A Revolutionary Approach to Recruitment

The CEO of Greyston explains why hiring the formerly incarcerated can be a win/win.
By: | September 24, 2018 • 4 min read

Back in the early 2000s, life for Dion Drew was bleak. Having sold drugs for over two decades, he was on the streets and saw jail or death as his likely outcome. In his words, he had no hope. He was incarcerated for four years and, after getting out, found himself continually rejected by potential employers. He wanted to do the right thing and improve his life, but society wasn’t giving him the opportunity. Dion is not alone. There are currently 70 million Americans with criminal records, millions of them being overlooked for employment because they are formerly incarcerated.


Here’s another fact to consider: Around 8 percent of U.S. adults suffer from chronic underemployment—that is, they want to work and, in most cases, are very capable of work, but they can’t find jobs. That’s nearly one in 10 of us. This shouldn’t be that surprising when you look at the resources being invested into screening out potential and much-needed new talent. In 2016 alone, U.S. companies spent upwards of $758 million on background checks to do just this. Meanwhile, the overall yearly employee turnover rate in the U.S. is 42 percent—in other words,  almost half of all positions in this country have to be refilled within one year!

Jackie, a Greyston employee at the company’s bakery in Yonkers, N.Y.

We regularly hear about the shrinking talent pool of available employees, the importance of creating inclusive company cultures, changing job roles relating to the future of work, the pressure to reduce recruitment costs, and the need to attract millennials to purpose-driven organizations. Yet there’s a real disconnect here between the business problems we’re encountering, the existing hiring practices we’re supporting, and the action and accountability (or lack thereof) we’re seeing.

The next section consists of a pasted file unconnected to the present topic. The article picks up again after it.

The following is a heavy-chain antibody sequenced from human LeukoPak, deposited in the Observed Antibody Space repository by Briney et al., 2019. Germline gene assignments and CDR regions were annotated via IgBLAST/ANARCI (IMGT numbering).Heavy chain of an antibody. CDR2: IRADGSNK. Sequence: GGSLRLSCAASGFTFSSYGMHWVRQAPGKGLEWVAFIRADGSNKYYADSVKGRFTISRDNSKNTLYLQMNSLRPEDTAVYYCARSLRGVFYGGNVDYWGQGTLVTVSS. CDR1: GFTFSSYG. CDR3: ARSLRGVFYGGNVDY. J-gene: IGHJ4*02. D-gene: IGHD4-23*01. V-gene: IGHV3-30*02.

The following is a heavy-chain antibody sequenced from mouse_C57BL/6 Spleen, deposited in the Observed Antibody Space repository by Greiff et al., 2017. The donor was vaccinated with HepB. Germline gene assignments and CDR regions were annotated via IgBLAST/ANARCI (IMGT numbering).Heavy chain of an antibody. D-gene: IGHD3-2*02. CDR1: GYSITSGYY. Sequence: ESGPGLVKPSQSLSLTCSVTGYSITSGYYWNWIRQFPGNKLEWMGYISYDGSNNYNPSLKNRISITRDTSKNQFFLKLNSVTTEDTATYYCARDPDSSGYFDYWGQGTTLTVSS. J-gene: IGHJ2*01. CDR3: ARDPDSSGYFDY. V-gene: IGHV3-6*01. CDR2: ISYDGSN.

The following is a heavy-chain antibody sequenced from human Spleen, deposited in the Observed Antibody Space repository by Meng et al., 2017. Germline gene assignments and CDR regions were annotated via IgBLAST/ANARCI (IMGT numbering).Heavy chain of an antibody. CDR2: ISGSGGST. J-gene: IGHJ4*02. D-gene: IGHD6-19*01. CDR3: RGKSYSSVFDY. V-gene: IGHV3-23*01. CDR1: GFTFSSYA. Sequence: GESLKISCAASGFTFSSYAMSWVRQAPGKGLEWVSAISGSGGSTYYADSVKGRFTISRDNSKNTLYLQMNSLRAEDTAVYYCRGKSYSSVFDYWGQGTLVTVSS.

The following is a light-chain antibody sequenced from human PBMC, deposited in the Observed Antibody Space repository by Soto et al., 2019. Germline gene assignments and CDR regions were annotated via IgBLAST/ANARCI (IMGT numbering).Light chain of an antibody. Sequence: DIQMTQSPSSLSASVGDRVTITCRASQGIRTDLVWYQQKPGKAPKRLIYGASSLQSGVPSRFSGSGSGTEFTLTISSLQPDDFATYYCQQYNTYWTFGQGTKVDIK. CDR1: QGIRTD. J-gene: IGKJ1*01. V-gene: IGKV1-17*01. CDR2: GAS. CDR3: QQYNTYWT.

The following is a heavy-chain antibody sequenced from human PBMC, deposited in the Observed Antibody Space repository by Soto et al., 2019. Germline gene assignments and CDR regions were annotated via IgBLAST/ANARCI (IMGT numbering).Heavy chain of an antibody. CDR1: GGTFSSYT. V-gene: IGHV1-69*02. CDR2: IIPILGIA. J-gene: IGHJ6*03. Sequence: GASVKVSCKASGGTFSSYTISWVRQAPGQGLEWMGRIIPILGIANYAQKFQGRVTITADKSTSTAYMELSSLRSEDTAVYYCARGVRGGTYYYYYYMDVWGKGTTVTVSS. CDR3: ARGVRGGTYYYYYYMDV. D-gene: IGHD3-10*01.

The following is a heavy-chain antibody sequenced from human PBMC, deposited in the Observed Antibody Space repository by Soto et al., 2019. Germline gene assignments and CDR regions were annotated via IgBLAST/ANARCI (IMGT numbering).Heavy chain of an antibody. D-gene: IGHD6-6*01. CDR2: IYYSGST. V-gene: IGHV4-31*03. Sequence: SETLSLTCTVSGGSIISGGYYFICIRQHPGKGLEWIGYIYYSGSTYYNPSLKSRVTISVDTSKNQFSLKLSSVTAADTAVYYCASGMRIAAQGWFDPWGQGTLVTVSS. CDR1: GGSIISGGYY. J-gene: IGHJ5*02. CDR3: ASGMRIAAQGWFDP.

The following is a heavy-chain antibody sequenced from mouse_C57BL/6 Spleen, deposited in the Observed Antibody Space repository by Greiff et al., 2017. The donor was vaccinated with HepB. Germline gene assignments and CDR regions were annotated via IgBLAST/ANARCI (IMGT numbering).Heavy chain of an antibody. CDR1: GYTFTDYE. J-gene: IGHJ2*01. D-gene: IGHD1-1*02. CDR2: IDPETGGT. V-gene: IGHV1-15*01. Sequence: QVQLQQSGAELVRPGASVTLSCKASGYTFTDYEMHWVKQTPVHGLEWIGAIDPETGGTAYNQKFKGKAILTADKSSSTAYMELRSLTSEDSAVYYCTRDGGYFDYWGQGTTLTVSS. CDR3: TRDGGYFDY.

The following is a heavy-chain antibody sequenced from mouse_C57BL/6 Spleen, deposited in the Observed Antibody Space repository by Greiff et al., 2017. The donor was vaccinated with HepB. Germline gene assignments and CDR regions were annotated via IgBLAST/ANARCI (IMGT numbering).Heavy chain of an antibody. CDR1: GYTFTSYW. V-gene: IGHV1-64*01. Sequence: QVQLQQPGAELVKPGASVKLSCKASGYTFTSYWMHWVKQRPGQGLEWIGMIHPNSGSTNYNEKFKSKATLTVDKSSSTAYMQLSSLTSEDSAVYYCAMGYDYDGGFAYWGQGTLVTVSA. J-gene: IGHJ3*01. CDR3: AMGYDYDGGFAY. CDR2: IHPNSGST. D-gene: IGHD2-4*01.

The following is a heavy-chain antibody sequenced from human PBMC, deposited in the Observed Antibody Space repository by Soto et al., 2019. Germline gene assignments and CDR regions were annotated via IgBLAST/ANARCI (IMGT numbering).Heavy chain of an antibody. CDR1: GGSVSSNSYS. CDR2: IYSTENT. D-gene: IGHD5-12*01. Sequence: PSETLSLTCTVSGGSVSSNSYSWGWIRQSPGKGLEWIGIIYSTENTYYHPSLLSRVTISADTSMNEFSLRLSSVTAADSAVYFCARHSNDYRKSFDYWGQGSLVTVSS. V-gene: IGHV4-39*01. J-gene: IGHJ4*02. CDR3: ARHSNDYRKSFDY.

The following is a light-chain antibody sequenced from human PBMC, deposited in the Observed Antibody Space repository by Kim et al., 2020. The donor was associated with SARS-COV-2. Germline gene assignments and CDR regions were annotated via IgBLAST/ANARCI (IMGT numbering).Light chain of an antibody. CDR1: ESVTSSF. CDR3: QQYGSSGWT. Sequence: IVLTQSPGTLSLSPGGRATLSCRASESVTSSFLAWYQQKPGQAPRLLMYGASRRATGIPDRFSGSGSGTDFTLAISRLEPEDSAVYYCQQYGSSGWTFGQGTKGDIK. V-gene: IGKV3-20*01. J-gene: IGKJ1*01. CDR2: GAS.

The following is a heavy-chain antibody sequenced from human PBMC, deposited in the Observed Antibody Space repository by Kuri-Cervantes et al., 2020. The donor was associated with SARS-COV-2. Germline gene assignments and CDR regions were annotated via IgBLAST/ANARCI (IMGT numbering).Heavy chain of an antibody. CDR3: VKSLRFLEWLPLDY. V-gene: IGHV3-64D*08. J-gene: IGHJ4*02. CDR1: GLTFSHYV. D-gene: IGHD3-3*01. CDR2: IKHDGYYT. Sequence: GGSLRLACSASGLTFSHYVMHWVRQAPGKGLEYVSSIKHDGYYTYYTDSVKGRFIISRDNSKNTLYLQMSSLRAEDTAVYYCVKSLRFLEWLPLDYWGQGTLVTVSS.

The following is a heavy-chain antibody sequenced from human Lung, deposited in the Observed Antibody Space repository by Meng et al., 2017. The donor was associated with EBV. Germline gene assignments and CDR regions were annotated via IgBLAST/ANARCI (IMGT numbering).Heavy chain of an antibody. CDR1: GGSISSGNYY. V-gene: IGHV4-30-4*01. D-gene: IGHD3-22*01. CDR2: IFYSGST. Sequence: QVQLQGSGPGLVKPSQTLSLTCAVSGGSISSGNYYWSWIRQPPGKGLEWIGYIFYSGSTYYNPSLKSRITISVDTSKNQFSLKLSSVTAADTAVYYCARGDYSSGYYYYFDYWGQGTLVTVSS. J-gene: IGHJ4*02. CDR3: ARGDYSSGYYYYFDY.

Why are we excluding millions of people like Dion, who want to work but aren’t being given the opportunity when we so desperately need them?

Remove Outdated Hiring Practices

Unconscious bias is a very real thing. So, of course, is conscious bias. Take hiring individuals who are formerly incarcerated or homeless, for example. Some of the main concerns include workplace safety, theft, a lack of reliability, and people viewing it as an act of charity or a token gesture. But there are clear benefits, too. From a societal perspective, hiring people currently excluded from the workforce lowers the rate of recidivism and homelessness, boosts the economy, contributes to safer communities, breaks the cycle of poverty, helps address food security and housing issues … the list goes on. From an organizational perspective, hiring those formerly incarcerated or homeless, or those with limited prior work history, increases the available talent pool, improves retention, workplace resilience, productivity, nurtures entrepreneurial spirit, lowers recruitment costs, attracts values-driven millennials, and it can create a more diverse culture. There’s a strong case for business improvement if only we could let go of hiring practices that have become outdated.

So, what’s the solution?